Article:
Navigation of the Murray?

South Australian Register

16 January 1852

Colonial Secretary's Office, January 15, 1851.

His Excellency the Lieutenant Governor directs the publication of the following letter for general information:- Moorundee, 29th December, 1851.


I have the honour to report to you, for the information of His Excellency the Lieutenant-Governor, that I arrived here a short time since from Sydney, by the overland route.

And as I had travelled along the banks of the Murrumbidgee to its junction with the Murray, I had frequent opportunities of ascertaining the navigable capabilities of those rivers, also of the productiveness of the land adjacent thereto; not only by my own observation, but by information obtained from the squatters in those districts.

I will, therefore, now venture to make a few remarks on the subject.

In the Murrumbidgee district there are 4,794 horses, 133,958 horned cattle, and 732,667 sheep, and grain is grown in this district even at the present time to some extent; and considering the fertility of the soil in the valley of the Murrumbidgee, between Jugiong and Wagga Wagga (the alluvial deposit varying in depth from 10 to 12 feet), and also the fine tracts of agricultural land on the River Tumut, Tarcutta, Adalong, and Kiamba Creeks, all of which are tributaries to the Murrumbidgee, I have no hesitation in stating that grain could be grown to a very considerable extent. In the neighbourhood of these tributary streams, the mountain ranges are said to contain mineral wealth of no ordinary kind, some specimens of which I had the honour to forward to His Excellency; and it is the opinion of a great number of the influential squatters of this district that the resources of the valuable country in question would be developed if steam-boats were placed on the waters of the Murray.

Between Wagga Wagga and the junction of the Murrumbidgee with the Murray, there are several rocky bars in the bed of the river, but I was given to understand that the depth of water over these bars is something consider able during the flood time; under those circumstances the river would always be navigable four months in the year. Wood is also very abundant on the whole line, so that there would be no difficulty in obtaining a plentiful supply of fuel for steam-boats.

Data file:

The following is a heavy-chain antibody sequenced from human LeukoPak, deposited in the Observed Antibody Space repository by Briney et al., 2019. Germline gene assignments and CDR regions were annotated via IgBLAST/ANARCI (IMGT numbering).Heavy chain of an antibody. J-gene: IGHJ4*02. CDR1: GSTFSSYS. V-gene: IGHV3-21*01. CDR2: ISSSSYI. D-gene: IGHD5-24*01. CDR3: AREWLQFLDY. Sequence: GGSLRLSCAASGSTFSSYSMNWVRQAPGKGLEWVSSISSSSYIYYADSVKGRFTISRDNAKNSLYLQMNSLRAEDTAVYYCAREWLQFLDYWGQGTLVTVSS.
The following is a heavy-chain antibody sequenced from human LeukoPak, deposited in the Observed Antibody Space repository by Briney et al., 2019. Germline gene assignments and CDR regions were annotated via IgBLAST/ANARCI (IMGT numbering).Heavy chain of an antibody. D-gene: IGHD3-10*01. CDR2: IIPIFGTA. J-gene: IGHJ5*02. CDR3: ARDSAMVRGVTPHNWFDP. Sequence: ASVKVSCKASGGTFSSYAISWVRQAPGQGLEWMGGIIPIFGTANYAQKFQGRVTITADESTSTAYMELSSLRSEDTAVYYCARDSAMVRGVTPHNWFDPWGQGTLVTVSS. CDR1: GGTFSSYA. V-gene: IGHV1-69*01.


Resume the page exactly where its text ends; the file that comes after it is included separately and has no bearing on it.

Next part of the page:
"Should those rivers be navigated by steam-boats, it would then afford the squatters a cheap and easy mode of conveyance for their produce (in the shape of wool, tallow, hides, grain, and minerals), to a market, via South Australia; whereas, at the present time, the cost of carriage of produce is so great and uncertain, that the squatters find it impossible to avail themselves of the vast resources of the above-mentioned districts.

"From Wagga Wagga to the junction of the Lachlan with the Murrumbidgee, the soil is not of so good a character as that in the neighbourhood of Gundagai; but, notwithstanding, it produces luxuriant vegetation, and it could doubtless be made available for agricultural purposes. 'There are 4,847 horses, 138,479 horned cattle, and 347,762 sheep, depasturing in the Lachlan district at the present time. Nearly all the squatters of this district are labouring under great disadvantages respecting the transit of produce to and from market towns; and I am glad in having this opportunity, of stating that a great number of the squatters in question are looking forward to the steam navigation of the Murray as one of paramount importance, not only to themselves, but also to a large community occupying an extensive territory on the Murrumbidgee and elsewhere.

"Mr. Commissioner Bingham and a Mr. Melville kindly promised to afford me every information respecting the navigation of the Murrumbidgee, and of the produce likely to be conveyed down that river, if steam-boats were placed on it; and as soon as I receive the statistical accounts promised by those gentlemen, I will forward them to you for His Excellency's perusal. In conclusion, I have the honour to state that nearly all the squatters I conversed with, between Gundagai and Moorundee, agreed with me that boats could steam up to Wagga Wagga, during the flood time; and it is my firm impression that one steam-boat would not be able to perform the work required.

During my journey, I was frequently compelled to travel 12 or 13 miles back from the river in consequence of the high state of the flood. At Moorundee, the river rose about 24 feet.

I have the honour to be, Sir Your most obedient servant, E. B Scott. Hon. Colonial Secretary."